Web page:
Eastern province of Guandong, once known as Canton, is a subtropical region, strongly
influenced from the moist air of the South China Sea. They primarily produce
oolong, black and puerh teas.
today's new found prosperity, China's tea lovers has also discovered a
new tea fad -- Black Tea! However, today's black tea produced from China
is a far cry from the black tea commonly enjoyed by the west for over a
century. Today's Chinese black tea lovers look for a beautifully shaped
leaf, western black tea drinkers often look for a good color cup as
more important than leaf shape. Western black tea drinkers often enjoy
it with milk and sugar or paired with pastries while the new Chinese
black tea admirers wants the tea to stand on its own without interfering
the experience with other flavors.
new black tea is expected to produce multiple infusions as oppose to
the standard English practice of boiling water for 5 minutes once. Two
very different approaches that makes sense due to the intended usage of
two very different cultures. When I finally decided to adjust my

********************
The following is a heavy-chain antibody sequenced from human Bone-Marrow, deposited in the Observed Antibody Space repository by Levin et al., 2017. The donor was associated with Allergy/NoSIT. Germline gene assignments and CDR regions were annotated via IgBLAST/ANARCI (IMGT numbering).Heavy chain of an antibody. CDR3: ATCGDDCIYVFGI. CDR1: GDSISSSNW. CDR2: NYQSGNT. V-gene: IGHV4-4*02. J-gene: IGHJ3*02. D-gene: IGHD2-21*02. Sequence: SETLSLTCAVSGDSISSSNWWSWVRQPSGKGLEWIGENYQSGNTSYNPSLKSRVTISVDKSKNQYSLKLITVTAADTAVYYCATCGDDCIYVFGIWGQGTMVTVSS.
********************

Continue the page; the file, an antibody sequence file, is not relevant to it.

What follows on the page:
long-held stubborn western attitude and starting cupping this
outstanding black tea from Ying De of China's Guangdong province the way
the Chinese are doing it now, I was pleasantly surprised by the orange
golden color cup and the light fruity and floral notes. I was able to
get multiple infusion using water that is just below boiling water for
quick 30 second steepings.
I was a young tea merchant, with the prominence of the likes of Yunnan
and Keemun black teas, the famous Ying De Hong Cha has been all but
forgotten until recent years. This outstanding example of Ying De's
finest is beautiful to look at with immense amounts of golden tips and
nicely shaped curls, when infused correctly it is a most pleasing
experience that only blacks teas of this kind can produce.
brewing at just below boiling water (or lower) for short steeping,
absolutely fabulous all on its own but we encourage you to find your own